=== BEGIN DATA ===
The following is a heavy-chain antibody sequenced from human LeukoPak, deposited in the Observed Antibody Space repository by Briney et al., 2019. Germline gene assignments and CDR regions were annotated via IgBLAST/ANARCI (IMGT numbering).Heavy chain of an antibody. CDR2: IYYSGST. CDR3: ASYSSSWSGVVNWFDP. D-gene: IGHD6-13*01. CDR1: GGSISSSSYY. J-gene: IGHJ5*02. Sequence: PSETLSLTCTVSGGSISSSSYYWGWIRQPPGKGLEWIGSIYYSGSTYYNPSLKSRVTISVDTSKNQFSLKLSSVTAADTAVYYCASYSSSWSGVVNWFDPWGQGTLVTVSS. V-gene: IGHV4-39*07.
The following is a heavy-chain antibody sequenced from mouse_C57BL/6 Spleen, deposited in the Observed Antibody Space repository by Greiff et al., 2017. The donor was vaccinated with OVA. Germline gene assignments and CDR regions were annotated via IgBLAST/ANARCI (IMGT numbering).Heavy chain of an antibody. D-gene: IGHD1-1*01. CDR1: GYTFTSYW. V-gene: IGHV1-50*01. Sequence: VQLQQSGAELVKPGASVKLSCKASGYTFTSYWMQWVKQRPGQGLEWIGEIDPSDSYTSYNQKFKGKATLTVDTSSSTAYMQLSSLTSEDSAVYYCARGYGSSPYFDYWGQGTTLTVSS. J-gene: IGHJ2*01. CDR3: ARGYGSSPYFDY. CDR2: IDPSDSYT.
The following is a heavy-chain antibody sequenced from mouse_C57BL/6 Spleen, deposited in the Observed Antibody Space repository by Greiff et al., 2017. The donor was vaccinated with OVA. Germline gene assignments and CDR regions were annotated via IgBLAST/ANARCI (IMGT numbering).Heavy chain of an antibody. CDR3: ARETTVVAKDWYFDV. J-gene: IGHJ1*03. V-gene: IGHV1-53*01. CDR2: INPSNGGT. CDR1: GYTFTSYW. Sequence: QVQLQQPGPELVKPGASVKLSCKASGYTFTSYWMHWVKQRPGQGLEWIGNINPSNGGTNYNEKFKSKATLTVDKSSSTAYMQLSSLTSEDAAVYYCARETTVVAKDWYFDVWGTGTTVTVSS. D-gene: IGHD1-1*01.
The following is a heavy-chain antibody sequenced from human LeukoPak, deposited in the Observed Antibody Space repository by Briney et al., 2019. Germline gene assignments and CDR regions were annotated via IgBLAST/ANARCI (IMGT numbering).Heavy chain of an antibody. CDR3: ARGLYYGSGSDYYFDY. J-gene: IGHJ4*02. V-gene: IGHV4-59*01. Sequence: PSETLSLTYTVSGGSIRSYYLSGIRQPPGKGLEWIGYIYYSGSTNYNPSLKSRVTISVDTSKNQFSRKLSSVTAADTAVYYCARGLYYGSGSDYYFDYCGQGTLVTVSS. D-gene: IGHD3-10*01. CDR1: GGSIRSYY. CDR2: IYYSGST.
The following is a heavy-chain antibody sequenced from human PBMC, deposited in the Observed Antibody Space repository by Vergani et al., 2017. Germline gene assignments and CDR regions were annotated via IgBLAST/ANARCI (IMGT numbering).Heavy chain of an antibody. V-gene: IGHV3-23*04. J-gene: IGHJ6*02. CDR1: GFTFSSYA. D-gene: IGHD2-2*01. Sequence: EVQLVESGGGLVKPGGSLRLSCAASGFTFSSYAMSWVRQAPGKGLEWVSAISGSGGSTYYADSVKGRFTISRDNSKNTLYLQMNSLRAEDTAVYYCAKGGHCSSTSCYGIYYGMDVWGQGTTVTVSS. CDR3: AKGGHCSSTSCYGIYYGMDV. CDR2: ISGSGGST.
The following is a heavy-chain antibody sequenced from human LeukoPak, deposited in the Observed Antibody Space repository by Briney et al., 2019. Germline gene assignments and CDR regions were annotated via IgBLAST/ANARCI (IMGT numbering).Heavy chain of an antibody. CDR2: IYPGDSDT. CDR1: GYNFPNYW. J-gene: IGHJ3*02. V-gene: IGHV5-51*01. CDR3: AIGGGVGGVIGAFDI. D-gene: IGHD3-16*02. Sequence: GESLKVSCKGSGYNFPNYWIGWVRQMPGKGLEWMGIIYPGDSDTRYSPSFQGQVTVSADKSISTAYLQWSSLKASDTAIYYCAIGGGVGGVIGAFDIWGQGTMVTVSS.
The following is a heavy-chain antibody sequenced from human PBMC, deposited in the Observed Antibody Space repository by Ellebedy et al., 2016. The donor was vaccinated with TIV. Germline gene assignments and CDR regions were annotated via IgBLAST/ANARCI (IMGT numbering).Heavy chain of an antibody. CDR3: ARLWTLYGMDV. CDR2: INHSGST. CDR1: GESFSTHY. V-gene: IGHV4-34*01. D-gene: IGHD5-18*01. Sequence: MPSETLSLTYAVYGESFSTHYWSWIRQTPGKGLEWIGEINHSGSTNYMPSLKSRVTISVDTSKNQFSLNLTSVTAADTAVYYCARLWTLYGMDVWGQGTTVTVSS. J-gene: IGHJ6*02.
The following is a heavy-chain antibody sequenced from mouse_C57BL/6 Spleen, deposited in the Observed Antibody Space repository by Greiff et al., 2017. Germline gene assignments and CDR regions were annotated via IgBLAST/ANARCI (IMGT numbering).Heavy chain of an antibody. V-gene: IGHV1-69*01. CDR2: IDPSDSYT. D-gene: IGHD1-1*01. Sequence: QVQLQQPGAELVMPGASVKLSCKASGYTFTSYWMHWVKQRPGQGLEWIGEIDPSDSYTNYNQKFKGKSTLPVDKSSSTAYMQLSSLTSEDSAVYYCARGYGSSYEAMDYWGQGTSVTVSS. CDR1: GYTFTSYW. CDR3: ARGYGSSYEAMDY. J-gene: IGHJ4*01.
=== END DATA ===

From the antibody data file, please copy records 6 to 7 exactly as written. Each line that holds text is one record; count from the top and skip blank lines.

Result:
The following is a heavy-chain antibody sequenced from human LeukoPak, deposited in the Observed Antibody Space repository by Briney et al., 2019. Germline gene assignments and CDR regions were annotated via IgBLAST/ANARCI (IMGT numbering).Heavy chain of an antibody. CDR2: IYPGDSDT. CDR1: GYNFPNYW. J-gene: IGHJ3*02. V-gene: IGHV5-51*01. CDR3: AIGGGVGGVIGAFDI. D-gene: IGHD3-16*02. Sequence: GESLKVSCKGSGYNFPNYWIGWVRQMPGKGLEWMGIIYPGDSDTRYSPSFQGQVTVSADKSISTAYLQWSSLKASDTAIYYCAIGGGVGGVIGAFDIWGQGTMVTVSS.
The following is a heavy-chain antibody sequenced from human PBMC, deposited in the Observed Antibody Space repository by Ellebedy et al., 2016. The donor was vaccinated with TIV. Germline gene assignments and CDR regions were annotated via IgBLAST/ANARCI (IMGT numbering).Heavy chain of an antibody. CDR3: ARLWTLYGMDV. CDR2: INHSGST. CDR1: GESFSTHY. V-gene: IGHV4-34*01. D-gene: IGHD5-18*01. Sequence: MPSETLSLTYAVYGESFSTHYWSWIRQTPGKGLEWIGEINHSGSTNYMPSLKSRVTISVDTSKNQFSLNLTSVTAADTAVYYCARLWTLYGMDVWGQGTTVTVSS. J-gene: IGHJ6*02.